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Tracking the environmental exposure of the emerging nanomaterial industry

Date: 31/8/2017

A new Horizon Magazine feature article discusses how tracking the environmental exposure of the emerging nanomaterial industry could prevent potentially harmful chemicals from polluting soil and water, and how NanoFASE, alongside other EU-funded projects, is working towards achieving these goals.

Safer sun cream, energy-storing plastics, non-stick surfaces, richer fertilisers and sweat-proof clothes – the evolution of nanotechnology has led to an abundance of new products. However, relatively little is known about what happens when these nanomaterials enter the environment.

NanoFASE coordinator Dr Claus Svendsen has stated that the main environmental concerns are understanding the effects of direct exposure of nanopesticides and nanofertilisers on plants and small organisms. He notes that current risk assessments primarily look at manufactured nanomaterials which often aren’t relevant from an environmental contamination point of view as it is rare that the nanomaterials end up in the environment in the exact form as the original product. This means that the hazard data used for their authorisation isn’t always relevant for understanding the environmental phase in their lifecycle.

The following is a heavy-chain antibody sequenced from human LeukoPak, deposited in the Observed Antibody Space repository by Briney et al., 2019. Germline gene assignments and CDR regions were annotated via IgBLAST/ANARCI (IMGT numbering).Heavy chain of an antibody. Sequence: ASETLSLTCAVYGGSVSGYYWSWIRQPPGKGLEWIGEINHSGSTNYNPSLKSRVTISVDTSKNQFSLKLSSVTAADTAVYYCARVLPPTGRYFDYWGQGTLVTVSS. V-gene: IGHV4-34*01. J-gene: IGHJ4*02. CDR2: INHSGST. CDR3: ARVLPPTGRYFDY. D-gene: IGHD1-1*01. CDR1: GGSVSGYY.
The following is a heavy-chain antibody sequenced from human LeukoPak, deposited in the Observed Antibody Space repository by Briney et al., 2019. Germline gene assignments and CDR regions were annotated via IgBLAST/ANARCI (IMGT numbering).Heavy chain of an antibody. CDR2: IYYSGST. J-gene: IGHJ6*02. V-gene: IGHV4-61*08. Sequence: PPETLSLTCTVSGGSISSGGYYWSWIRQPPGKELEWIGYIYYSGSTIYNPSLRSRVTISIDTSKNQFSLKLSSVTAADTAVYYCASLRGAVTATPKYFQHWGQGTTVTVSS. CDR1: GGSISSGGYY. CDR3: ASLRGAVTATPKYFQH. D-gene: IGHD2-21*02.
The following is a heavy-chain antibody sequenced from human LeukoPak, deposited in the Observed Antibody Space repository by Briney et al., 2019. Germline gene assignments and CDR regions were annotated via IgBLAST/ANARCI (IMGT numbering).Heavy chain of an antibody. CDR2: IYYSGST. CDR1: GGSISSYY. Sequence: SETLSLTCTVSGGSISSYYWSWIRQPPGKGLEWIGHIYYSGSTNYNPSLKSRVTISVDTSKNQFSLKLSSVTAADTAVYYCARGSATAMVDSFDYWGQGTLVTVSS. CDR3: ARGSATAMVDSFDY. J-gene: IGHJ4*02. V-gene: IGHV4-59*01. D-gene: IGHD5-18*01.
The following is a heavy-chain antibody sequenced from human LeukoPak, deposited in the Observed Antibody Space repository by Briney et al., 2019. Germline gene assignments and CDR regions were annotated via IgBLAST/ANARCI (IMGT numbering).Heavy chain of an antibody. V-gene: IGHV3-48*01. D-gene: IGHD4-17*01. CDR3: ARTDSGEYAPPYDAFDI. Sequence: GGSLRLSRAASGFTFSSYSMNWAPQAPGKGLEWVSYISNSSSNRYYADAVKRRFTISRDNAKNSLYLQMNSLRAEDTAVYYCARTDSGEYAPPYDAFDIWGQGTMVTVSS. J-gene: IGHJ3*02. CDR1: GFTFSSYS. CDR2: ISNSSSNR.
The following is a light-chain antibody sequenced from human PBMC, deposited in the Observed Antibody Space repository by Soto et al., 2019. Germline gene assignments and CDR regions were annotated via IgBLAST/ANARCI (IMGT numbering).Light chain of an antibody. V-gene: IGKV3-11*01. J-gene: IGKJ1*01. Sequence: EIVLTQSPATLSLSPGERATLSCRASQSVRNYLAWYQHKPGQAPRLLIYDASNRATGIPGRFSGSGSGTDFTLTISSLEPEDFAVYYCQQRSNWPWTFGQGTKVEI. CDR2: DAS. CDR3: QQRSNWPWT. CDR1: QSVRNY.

The NanoFASE project is tracking the environmental fate of industrial nanomaterials from production to their final resting place. Their research will help safer product design and support future nanomaterial regulation. As well as testing nanomaterial deposits within soils, NanoFASE researchers have built and modified their own pilot plants (e.g. wastewater treatment plant, sewage sludge incinerator) at the Swiss Federal Institute of Aquatic Science and Technology (EAWAG).

Dr Svendsen states that currently, the amount of nanomaterials released is so low that environmental exposure is unlikely to be a concern. However, as nanomaterial use increases, more understanding is needed because knowing where particles end up, in what physical state and in what quantity will help prevent any potential risk down the line.

Source: Horizon Magazine

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Did you know?

MWCNT-7 is classified by IARC as ‘possibly carcinogenic to humans’ (Group 2B).